That was the heart of the matter: I had not really been loving people. I was serving them. I was trying to make sure that everything was okay for their trip, but I wasn’t taking the time to actually minister to them and get to know them. God showed me (or rather reminded me) that ministry is way more than just making sure people have good lives and know the Gospel, it is sharing a life and love with people that transcends understanding. It is showing them a grace that we cannot comprehend.
As I stood there, knee-deep in the Sea of Galilee, watching the group pray in a circle, arms around each other’s shoulders, I couldn’t help but wonder why I was not a part of that group. It was at that point that God struck me hard: “This isn’t about you, Adam! This is about her!” In that moment, I felt shame. I felt horrible all over. Even in this moment of beauty where we witnessed the external evidence of a life changed, I am still there thinking of myself. I hadn’t realized how deep my selfishness ran until that point. It was no wonder I wasn’t a part of that circle praying! I hadn’t even taken the time to minster to any of them! I had not once talked with this young woman about her relationship with Christ! What kind of a minster would I be!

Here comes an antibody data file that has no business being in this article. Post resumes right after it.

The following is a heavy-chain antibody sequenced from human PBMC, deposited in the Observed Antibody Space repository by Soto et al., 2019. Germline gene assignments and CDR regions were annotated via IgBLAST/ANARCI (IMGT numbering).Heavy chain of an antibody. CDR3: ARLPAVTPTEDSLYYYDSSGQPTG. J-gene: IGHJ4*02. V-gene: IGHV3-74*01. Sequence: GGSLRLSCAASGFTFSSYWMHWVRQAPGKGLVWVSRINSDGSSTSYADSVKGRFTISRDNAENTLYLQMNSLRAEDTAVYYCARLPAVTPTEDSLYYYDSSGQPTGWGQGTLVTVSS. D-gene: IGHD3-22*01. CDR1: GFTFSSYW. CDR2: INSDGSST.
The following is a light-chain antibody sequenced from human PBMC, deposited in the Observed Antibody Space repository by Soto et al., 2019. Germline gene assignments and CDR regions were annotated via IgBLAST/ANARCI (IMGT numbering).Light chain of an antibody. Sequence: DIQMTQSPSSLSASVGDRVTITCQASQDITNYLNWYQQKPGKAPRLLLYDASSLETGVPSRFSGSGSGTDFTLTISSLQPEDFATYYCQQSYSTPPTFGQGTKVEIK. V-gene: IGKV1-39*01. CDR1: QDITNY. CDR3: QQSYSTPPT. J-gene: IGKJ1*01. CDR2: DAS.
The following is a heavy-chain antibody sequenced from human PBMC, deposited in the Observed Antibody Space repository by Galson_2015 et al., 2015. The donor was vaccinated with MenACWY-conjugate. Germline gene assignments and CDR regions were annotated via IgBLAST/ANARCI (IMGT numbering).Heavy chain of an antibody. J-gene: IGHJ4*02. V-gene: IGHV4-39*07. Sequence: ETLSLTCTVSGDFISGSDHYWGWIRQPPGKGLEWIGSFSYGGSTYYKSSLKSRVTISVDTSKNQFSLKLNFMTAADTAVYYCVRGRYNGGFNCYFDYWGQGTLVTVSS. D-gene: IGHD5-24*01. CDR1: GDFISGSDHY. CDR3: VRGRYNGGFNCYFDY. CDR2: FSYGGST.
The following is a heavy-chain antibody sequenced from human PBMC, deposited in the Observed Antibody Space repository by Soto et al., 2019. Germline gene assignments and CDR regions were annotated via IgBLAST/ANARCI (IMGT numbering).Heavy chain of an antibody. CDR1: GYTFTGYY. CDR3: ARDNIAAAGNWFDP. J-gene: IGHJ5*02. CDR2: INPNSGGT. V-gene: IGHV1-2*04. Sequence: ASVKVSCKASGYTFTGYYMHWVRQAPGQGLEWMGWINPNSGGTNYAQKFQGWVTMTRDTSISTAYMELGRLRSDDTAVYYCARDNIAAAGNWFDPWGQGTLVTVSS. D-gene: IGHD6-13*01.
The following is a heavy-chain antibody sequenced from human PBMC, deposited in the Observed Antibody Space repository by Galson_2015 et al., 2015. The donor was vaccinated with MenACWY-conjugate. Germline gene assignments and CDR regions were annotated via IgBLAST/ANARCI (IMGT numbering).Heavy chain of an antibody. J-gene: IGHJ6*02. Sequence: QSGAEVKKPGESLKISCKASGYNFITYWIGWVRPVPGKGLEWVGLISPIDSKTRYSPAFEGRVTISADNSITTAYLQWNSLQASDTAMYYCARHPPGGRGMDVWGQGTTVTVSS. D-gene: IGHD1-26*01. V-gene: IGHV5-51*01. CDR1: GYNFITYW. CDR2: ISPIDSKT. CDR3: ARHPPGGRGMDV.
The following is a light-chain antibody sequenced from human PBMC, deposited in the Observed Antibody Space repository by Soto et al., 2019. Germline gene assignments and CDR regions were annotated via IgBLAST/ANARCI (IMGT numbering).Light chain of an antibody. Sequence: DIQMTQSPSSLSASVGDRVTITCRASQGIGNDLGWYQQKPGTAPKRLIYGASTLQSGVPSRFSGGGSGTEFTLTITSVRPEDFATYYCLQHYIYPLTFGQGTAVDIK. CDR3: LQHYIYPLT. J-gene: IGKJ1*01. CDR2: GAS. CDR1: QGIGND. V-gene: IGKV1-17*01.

The moment was bittersweet to me. As I watched her, I was overjoyed with happiness as her decision. As I saw the tears of joy run down her face, my heart warmed and a tear came to my own eye.
Conversely, there was a shamefulness that I had been so selfish the entire trip. I had been focusing on me and what my future held—even during her baptism! As we walked back to the shore, I hung my head, ashamed, asking myself, “How can I be a minister if I can’t even relate to people and take enough time to talk to them?”
God gently reminded me once more: “Adam, this isn’t about you. Stop trying to do this all on your own and let me change you. Remember, I use the weak to demonstrate my strength. In your weakness, I am strong. I want to use you, Adam. Just remember to love me first and then love on others. That is all I ask of you. You don’t have to be a charismatic leader to be an effective minister. You don’t have to know all the answers or say the right things. Just be you and love people.”
That is the key to ministry. I have to love people at all times. I have to realize this is not about me. While this is something God has called me to, it isn’t about me at all. It is about him and what he wants for my life. It is about them and others I will run into in my life. It is about showing them the love and grace of Christ and the free gift of salvation that he offers.
It is not about me.
Following his call,